Or et al.  explain how nurses felt uncomfortable using a health informatics system, if they perceived the use of it as a burden to their patients. Therefore to be an active and positive healthcare professional user it is important that the particular health informatics system improves the quality of care and treatment. Looking at the Online Patient Book© it is therefore relevant to comment about how the healthcare professional users actually saw the importance of this tool. The healthcare professionals’ experiences, in this instance, points to how the Online Patient Book© was of great value for the patients. The Online Patient Book© therefore also became a tool for the healthcare professionals, which they indicate can contribute to increasing quality in the care and treatment of their patients, and especially in relation to meeting the needs of the individual patient. Even though these experiences were only expressed by the healthcare professionals in informal meetings, and therefore not a part of the data gathering in this evaluation, such experiences are very important to establish a positive environment around the every day use of the tool in the clinical practice. However, further evaluations are needed and planned to explore in detail the healthcare professionals’ experiences.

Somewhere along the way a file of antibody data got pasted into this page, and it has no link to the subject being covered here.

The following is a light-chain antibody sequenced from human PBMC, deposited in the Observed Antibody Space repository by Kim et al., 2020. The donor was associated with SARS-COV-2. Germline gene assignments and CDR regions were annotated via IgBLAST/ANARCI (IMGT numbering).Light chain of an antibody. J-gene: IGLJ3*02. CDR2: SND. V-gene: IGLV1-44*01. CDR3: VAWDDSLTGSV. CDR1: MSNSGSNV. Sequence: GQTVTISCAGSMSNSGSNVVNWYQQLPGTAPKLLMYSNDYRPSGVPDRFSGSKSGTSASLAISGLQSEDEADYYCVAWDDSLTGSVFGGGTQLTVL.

The relevance of dialogue-based applications, which the patients can use at home, is comparable with findings in a study by Andersen and Ruland . Messages via e-mail between patients at home and nurses were analysed using content analysis. This contributed to a picture of patients with cancer who are inadequately informed even when it comes to basic knowledge in relation to their disease, symptoms, treatment, side effects, or rehabilitation. The patients had several serious unanswered questions and concerns, which could contribute to considerable uncertainty and anxiety.